• School Library Journal

    October 1, 2003
    Gr 2-5-Kidnapped by Hidatsa warriors as a child and given in marriage as a teen to a French Canadian fur trapper, this young Shoshone woman played an incalculable role in American history. Erdrich acknowledges some gaps in what is known about Sacagawea, but her picture-book account is faithful to the historical record as she quickly sketches the young woman's origins and then focuses on her experiences with Lewis and Clark's Corps of Discovery. Sacagawea's story is tantalizing in its brevity and irony. Brought along as a secondary figure by her opportunist husband, she evidently saved the trip from ruin on several occasions. Little is known of her after the return home, except for the fact that she gave her young son over to Captain Clark's care within a few years' time and likely died not long thereafter. The text is sometimes wooden, but the author does a fine job of describing the setting and background of the group's impressive adventure. The richly hued, impressionistic paintings also create a good sense of time and place. An afterword mentions other speculations. This solid introduction to an intriguing woman should whet readers' appetites for more on this complex chapter of American history.-Margaret Bush, Simmons College, Boston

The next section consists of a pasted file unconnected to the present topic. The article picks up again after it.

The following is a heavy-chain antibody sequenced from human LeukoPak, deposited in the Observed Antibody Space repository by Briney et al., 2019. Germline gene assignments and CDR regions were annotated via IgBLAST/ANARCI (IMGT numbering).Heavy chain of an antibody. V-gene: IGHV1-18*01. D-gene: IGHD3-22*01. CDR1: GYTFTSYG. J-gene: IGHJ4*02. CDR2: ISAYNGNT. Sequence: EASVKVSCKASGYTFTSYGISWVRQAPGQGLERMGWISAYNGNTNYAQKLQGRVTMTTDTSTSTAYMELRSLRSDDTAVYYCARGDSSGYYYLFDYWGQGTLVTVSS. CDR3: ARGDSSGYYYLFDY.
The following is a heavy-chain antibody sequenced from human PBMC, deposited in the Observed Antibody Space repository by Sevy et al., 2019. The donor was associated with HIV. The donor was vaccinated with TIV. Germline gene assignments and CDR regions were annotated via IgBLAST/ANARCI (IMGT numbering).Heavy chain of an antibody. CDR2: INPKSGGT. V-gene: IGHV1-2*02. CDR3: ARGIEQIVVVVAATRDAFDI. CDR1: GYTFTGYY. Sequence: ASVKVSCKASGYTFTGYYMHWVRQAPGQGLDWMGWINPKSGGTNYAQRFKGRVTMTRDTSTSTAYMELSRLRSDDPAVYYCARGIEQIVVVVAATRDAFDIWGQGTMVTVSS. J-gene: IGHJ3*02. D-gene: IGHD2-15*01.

Copyright 2003 School Library Journal, LLC Used with permission.

  • Booklist

    September 1, 2003
    Gr. 2-6. In this handsome, large-size picture-book biography, an Ojibway writer and a Ponca artist tell the story of the young Shoshone woman who traveled west with Lewis and Clark. There are gaps in the story, but Erdrich avoids the usual mistake of making a smooth narrative by filling in with fiction. Instead, she is scrupulous about the facts, and, in an afterword, distinguishes between what's certain and what probably happened. The story begins when the girl, age 11, is kidnapped by Hidatsa warriors. At about 15, she's given in marriage to a much older French Canadian fur trapper and eventually gives birth to a boy, nicknamed "Pomp," shortly before starting on the journey west. Her personal story (including her anguished reunion with her brother) is set against the discovery expedition, during which she acts as interpreter and guide. The unforgettable full-page oil paintings, in warm earth colors, focus on the brave young woman, showing her roots, her extraordinary skills, her melancholy, and her bond with her child and with Clark. A time line, a map, and a brief bibliography follow the story. (Reprinted with permission of Booklist, copyright 2003, American Library Association.)

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    Lerner Publishing Group